The entire proposition is ridiculous, has no basis in history and is nothing more than a premise upon which Joseph Smith had to invent in order to justify the existence of his own organization.

Did this one already: :smiley:

Yes the Mormon great apostasy has been done to death here.

I always recommend “The Continuity of the Catholic Church” by Bishop Duane G. Hunt D.D. (Bishop of the Salt Lake diocese, 1937-1960)

It is a simple thing…really.

If Jesus is an honest, all-powerful God, then there was no apostasy.

If Jesus is a dishonest, weak God, then an apostasy is a possibility.

That is the an alleged apostasy in a nutshell.

I wasn’t necessarily talking about the “Great Apostasy” in general, but more the guy’s take on it in the link I posted. I understand that talking about the “Great Apostasy” is like beating a dead horse, but I was just talking about this guy’s take specifically.

The big problem with the view in the link given is the same problem that I encounter with simmlar views expressed by new religions that emerged during the mid to late 19th century, and attempt to use the so called “Great Apostasy” theory to legitamise their particular view.
And that is that they portray early christianity as totaly isolationist or in other words as not being capable of understanding and even appreciating the great minds of antiquaty, nor being sufficently subtle in wisdom and reasoning to empathise and discourse with non christian peers of their time.
To me this view often reflects the view of the founder of the new religion that is trying to use this particular theory to gain leverage. Take for example Charles Taze Russell the founder of the Jehovah Witnesses who also drew heavily on the great apostay theory in an attempt to legitamise his view. According to his point of view every learned christian from St paul to the present day and this includes all of those devoute and holy doctors of the church got it wrong, i.e they completly missed the message of Christ and the gospels.
According to this view the founder of the new religion is the only one who has got it right, and is correctly following the teachings of Christ since the time of the appostels.
Buying into these accounts of the great apostosy, and being drawn into the teachings of these new religions takes the new recruite into a world where history and language no longer have any meaning, they are manipulated and morphed into new forms and become tools to serve the agenda of the particular movement instead of remaining as reliable guide posts which can be used to assess the often outlandish claims of the charletons and confidence tricksters, claiming to be some one great (Acts 8:9), that have exsisted side by side with the one true church since the time of Simone the Magus.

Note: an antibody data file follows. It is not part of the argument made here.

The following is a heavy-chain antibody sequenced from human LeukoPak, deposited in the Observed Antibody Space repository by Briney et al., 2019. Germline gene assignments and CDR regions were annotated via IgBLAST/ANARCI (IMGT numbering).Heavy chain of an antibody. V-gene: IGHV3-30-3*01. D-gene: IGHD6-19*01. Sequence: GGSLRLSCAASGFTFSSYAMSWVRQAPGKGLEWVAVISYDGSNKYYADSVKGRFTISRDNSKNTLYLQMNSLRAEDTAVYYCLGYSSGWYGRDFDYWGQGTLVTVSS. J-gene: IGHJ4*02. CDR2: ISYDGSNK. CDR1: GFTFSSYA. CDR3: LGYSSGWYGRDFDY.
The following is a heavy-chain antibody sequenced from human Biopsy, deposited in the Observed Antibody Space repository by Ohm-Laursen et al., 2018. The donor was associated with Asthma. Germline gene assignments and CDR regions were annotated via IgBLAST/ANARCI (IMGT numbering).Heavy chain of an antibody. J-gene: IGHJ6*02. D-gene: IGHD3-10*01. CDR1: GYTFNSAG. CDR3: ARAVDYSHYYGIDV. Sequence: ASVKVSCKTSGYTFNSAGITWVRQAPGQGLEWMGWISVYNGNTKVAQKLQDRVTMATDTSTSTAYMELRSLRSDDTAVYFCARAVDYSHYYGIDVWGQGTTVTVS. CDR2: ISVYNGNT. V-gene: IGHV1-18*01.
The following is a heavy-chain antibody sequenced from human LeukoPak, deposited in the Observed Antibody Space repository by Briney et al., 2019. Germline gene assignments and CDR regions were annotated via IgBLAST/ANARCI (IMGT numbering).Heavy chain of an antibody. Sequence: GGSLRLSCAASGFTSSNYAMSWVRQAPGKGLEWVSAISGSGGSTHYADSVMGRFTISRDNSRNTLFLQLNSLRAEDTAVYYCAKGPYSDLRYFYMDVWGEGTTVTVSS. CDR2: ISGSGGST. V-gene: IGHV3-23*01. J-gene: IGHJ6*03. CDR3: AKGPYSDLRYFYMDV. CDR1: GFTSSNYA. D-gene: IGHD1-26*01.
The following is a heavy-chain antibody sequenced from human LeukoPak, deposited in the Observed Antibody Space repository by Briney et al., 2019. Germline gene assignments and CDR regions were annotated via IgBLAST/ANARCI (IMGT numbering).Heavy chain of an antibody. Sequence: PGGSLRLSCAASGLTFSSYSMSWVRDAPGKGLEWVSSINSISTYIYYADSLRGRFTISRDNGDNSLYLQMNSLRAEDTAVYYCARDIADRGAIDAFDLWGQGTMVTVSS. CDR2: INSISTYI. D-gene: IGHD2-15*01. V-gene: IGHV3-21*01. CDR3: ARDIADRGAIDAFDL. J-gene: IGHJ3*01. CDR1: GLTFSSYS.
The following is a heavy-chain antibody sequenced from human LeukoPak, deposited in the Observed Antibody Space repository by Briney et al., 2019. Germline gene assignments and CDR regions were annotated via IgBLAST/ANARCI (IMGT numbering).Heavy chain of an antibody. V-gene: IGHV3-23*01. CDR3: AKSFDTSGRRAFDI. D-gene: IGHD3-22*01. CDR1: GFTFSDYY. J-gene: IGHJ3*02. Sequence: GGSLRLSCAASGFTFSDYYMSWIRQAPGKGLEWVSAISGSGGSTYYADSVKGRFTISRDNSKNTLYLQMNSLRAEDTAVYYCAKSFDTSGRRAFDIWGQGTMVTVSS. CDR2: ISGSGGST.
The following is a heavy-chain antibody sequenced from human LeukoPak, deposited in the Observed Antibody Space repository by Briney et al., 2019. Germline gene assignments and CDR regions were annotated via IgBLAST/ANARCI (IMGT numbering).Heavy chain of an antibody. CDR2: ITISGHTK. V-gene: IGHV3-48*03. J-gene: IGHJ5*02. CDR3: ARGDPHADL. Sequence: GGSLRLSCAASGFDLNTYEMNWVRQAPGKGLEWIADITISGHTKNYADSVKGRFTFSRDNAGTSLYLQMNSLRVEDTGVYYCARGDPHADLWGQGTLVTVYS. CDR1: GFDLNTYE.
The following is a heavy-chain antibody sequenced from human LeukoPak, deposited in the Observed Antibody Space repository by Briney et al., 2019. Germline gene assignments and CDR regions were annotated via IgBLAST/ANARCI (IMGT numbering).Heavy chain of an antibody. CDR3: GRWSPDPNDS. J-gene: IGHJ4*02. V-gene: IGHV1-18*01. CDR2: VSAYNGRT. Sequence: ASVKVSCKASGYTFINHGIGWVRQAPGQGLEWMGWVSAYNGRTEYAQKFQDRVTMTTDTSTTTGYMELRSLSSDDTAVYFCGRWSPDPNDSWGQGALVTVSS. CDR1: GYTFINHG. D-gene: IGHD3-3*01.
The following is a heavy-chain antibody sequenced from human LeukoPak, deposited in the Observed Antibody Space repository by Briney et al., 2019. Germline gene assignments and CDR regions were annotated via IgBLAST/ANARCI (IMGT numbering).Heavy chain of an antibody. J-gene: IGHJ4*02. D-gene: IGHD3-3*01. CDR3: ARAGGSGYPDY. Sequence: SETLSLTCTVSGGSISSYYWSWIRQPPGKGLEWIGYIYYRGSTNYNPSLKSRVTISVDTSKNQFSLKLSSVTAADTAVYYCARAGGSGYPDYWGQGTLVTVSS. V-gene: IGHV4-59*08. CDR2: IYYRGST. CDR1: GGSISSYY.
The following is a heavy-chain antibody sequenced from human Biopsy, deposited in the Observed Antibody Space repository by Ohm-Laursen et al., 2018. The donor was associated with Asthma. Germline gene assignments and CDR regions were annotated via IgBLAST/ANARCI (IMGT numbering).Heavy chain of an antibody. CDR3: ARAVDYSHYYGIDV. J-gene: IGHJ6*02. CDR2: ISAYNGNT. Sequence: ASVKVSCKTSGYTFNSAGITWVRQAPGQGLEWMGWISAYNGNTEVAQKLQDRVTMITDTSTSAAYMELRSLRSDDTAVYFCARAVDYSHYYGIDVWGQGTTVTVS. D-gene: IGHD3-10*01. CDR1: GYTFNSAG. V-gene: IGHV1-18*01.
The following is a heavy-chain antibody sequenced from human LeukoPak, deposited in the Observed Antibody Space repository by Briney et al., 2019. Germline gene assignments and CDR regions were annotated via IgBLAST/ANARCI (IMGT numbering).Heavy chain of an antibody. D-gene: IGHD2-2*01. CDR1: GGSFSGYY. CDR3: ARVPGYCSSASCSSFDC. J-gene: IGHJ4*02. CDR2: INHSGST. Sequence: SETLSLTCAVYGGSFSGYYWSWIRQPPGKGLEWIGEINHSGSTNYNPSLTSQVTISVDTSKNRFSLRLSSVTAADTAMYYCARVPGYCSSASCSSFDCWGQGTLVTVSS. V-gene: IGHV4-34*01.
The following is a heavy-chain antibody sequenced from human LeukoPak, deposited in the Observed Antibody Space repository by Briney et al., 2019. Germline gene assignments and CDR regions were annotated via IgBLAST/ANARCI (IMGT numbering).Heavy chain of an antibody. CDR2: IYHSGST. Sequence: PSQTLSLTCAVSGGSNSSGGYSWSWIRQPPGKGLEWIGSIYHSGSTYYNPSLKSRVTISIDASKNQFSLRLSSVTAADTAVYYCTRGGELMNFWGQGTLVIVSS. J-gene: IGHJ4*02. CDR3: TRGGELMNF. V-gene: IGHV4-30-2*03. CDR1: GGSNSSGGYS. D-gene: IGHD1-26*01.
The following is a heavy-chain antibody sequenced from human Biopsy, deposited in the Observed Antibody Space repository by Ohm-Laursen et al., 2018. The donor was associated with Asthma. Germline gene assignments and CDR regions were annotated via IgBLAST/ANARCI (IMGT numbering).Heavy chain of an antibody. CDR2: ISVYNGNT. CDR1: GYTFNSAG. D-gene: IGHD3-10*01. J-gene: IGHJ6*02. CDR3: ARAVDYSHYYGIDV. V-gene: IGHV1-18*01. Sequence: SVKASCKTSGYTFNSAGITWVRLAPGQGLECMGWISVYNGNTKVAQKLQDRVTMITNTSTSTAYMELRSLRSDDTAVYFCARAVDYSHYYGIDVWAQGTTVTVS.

All of these so called accounts of the the “Great Apostasy” read the same, on the surface they appear well researched and even credible however upon closer examination they completly fall apart. The main problem, that they all seem to have in common, is that the author takes a short space of history for example in the above link 313 to about 325, this period is removed from all context, as if this space of 20 years or so exsisted in a vaccume removed from all other social, poltical, cultural, historical, philosophical, economic and geographical influences of it’s time, and once placed in this rareified atmosphere the author then procedes to builed up his or her argument seemingly using any means available, jumping backwards and forwards through history without any regard for context or events, selectivly quating from any obscure source that can be used to support their views, dissmissing all other credible sources that are in contradiction to their views, and on and on it goes.
Come on “Give me a break”. This sort of crank so called “research” belongs in the same catagory as the “They never landed on the moon” conspiracy theorists.

That article has multiple topics, all based on LDS belief of a great apostasy. Largely, it is based on Protestant ideas, the main one being, Christ is not present in the Church He founded on His Apostles. Mormonism is Christian primitivism taken further than any mainline Protestant would accept or believe.

All the points raised in this article are a rehash of LDS teaching, most notably put together in Talmages, “The Great Apostasy”. Bishop Hunt led the church in Salt Lake at a time when Mormonism was still outspoken in its anti-Catholicism. He refutes, and defends, against the claims in the article I linked, as they are the same as they were in his time.